Newspaper article Roll Call

Democrats' Maryland Senate Circus

Newspaper article Roll Call

Democrats' Maryland Senate Circus

Article excerpt

CHESAPEAKE BEACH, Md. -- When Barbara A. Mikulski announced her retirement last month, she instructed fellow Maryland Sen. Benjamin L. Cardin to brace himself.

"She said it would take about 10 minutes before things would get really interesting in Maryland," Cardin recounted at a March 12 event on the Chesapeake Bay. "It took about 30 seconds until things got very interesting."

In the 17 days since the Democratic senator announced she would not seek another term, two House members have already launched bids for her seat and only one Democrat in the delegation has indicated he has no interest in the race.

That made the dinner hosted by the Calvert County Democrats last week in Chesapeake Beach an intriguing affair. Among the 200 people to file through the buffet line at the Rod 'N' Reel Restaurant were labor leaders, a former governor, the longtime state Senate president and several potential candidates for Mikulski's seat.

The event provided an early glimpse of what the Senate primary will look like -- the delicate balance of attacking opponents who double as colleagues and friends, and the careful dance of those few Democrats who will choose to stay on the sidelines.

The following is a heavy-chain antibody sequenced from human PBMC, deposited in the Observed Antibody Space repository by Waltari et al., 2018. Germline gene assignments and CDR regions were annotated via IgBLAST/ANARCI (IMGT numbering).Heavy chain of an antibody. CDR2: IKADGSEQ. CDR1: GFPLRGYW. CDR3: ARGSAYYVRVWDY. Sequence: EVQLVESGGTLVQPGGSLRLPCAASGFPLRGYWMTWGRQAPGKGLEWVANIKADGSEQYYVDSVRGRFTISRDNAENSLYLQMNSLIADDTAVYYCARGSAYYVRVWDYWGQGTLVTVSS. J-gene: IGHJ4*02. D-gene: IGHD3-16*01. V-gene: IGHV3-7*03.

Reps. Donna Edwards, who announced her candidacy last week, and John Delaney, who is considering a bid, sat together at the head table and chatted through the evening. Seated 10 feet away, on the other side of the lectern, was former state Del. Heather Mizeur, the progressive favorite in the gubernatorial primary last year and a potential Senate candidate. The keynote speaker was Labor Secretary Thomas E. Perez, who had not squelched talk of his potential candidacy until an interview with CQ Roll Call that night.

Not present was Rep. Chris Van Hollen, who announced his Senate campaign a week earlier, and Reps. John Sarbanes, Elijah E. Cummings and C.A. Dutch Ruppersberger, who all have said they are looking at the race.

Because the dinner was in his district, House Minority Whip Steny H. Hoyer, the sole Democrat who has ruled out a Senate campaign, was seated in the position of honor directly next to the lectern.

"I'm concerned about losing so many of them, particularly if a lot of them run against each other and we lose their service to the Congress," Hoyer told CQ Roll Call just before departing. "That would be a loss for the state. But we'll see what happens."

Edwards' remarks had all the makings of a campaign stump speech. The congresswoman, who represents a neighboring district, was not originally on the program of speakers and her attendance seemed tied to her two-day-old Senate campaign.

"We have a wonderful delegation, and we're gonna do a little rough and tumble over the election season," Edwards said in her speech. "And that's OK, because we know at the end of the day, when we come back as Democrats we come back on the same team because we share values. …

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